{[ promptMessage ]}

Bookmark it

{[ promptMessage ]}

Chapter 1 - Solution Manual

Sources of nonauthoritative accounting guidance and

Info iconThis preview shows pages 2–4. Sign up to view the full content.

View Full Document Right Arrow Icon

Info iconThis preview has intentionally blurred sections. Sign up to view the full version.

View Full Document Right Arrow Icon
This is the end of the preview. Sign up to access the rest of the document.

Unformatted text preview: Sources of nonauthoritative accounting guidance and literature include, for example, the following: i. Practices that are widely recognized and prevalent either generally or in the industry ii. FASB Concepts Statements iii. American Institute of Certified Public Accountants (AICPA) Issues Papers iv. International Financial Reporting Standards of the International Accounting Standards Board Pronouncements of professional associations or regulatory agencies v. Technical Information Service Inquiries and Replies included in AICPA Technical Practice Aids vi. Accounting textbooks, handbooks, and articles Case 1-2 a. Inclusion or omission of information that materially affects net income harms particular stakeholders. Accountants must recognize that their decision to implement (or delay) reporting requirements will have immediate consequences for some stakeholders. b. Yes. Because the FASB standard results in a fairer presentation, it should be implemented as soon as possible--regardless of its impact on net income. c. The accountant's responsibility is to provide financial statements that present fairly the financial condition of the company. By advocating early implementation, Hoger fulfills this task. d. Potential lenders and investors, who read the financial statement and rely on its fair representation of the financial condition of the company, have the most to gain by early implementation. A stockholder who is considering the sale of stock may be harmed by early implementation that lowers net income (and may lower the value of the stock). Case 1-3 a. CAP. The Committee on Accounting Procedure, CAP, which was in existence from 1939 to 1959, was a natural outgrowth of AICPA (then AIA) committees, which were in existence during the period 1933 to 1938. The committee was formed in direct response to the criticism received by the accounting profession during the financial crisis of 1929 and the years thereafter. The authorization to issue pronouncements on matters of accounting principles and procedures was based on the belief that the AICPA had the responsibility to establish practices that would become generally accepted by the profession and by corporate management. As a general rule, the CAP directed its attention, almost entirely, to resolving specific accounting problems and topics rather than to the development of generally accepted accounting principles. The committee voted on the acceptance of specific Accounting Research Bulletins published by the committee. A two-thirds majority was required to issue a particular research bulletin. The 8 CAP did not have the authority to require acceptance of the issued bulletins by the general membership of the AICPA, but rather received its authority only upon general acceptance of the pronouncement by the members. That is, the bulletins set forth normative accounting procedures that "should be" followed by the accounting profession, but were not "required" to be followed....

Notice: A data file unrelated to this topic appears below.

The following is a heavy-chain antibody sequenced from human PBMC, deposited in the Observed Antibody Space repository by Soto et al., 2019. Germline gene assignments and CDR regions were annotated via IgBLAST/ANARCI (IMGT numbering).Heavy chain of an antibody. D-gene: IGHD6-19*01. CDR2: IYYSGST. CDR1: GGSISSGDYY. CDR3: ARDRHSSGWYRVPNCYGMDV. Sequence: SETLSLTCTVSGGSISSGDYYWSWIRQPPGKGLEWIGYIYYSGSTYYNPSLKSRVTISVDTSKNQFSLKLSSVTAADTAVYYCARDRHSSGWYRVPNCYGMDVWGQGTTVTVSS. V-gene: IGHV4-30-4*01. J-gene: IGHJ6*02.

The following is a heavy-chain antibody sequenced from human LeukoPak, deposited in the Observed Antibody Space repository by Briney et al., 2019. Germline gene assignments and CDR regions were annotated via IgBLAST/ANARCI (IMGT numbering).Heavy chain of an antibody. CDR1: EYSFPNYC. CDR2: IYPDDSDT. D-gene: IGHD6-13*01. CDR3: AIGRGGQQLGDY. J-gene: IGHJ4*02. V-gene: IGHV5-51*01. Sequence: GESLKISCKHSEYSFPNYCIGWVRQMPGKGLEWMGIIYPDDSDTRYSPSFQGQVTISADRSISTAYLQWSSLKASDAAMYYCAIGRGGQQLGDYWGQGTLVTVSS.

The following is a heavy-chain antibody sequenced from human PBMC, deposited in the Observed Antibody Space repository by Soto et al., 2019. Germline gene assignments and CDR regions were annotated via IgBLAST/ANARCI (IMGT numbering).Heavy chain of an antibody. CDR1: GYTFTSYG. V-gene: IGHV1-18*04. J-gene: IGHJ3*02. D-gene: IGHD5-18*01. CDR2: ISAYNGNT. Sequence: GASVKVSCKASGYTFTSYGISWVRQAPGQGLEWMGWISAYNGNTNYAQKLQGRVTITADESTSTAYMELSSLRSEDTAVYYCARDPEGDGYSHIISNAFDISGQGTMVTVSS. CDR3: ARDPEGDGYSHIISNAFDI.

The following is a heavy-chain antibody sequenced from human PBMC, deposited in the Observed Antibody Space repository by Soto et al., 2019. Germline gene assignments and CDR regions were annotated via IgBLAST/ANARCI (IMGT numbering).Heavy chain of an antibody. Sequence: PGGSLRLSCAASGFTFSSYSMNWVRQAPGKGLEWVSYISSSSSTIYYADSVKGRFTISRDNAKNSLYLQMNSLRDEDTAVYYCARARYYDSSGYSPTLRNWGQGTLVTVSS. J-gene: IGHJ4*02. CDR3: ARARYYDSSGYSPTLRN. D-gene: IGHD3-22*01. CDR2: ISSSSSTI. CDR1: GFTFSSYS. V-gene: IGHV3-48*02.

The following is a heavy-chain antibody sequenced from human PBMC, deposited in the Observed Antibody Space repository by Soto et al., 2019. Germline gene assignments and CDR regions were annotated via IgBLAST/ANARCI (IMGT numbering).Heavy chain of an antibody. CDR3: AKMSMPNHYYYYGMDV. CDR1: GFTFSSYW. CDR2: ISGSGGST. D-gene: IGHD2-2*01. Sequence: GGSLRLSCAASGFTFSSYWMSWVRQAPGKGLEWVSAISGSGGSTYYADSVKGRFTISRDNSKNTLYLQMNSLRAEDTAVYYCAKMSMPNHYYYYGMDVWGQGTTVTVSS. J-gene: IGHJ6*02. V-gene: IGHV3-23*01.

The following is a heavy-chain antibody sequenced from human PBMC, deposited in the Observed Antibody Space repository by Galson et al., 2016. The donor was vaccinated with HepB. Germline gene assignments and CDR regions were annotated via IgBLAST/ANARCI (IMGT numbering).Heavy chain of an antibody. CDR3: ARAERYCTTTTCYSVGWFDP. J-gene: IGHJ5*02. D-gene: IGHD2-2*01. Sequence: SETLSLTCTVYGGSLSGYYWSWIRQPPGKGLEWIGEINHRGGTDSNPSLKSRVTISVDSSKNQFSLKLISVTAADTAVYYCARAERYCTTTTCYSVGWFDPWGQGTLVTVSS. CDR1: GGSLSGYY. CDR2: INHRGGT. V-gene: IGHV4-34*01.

View Full Document

{[ snackBarMessage ]}

Page2 / 27

Sources of nonauthoritative accounting guidance and...

This preview shows document pages 2 - 4. Sign up to view the full document.

View Full Document Right Arrow Icon bookmark
Ask a homework question - tutors are online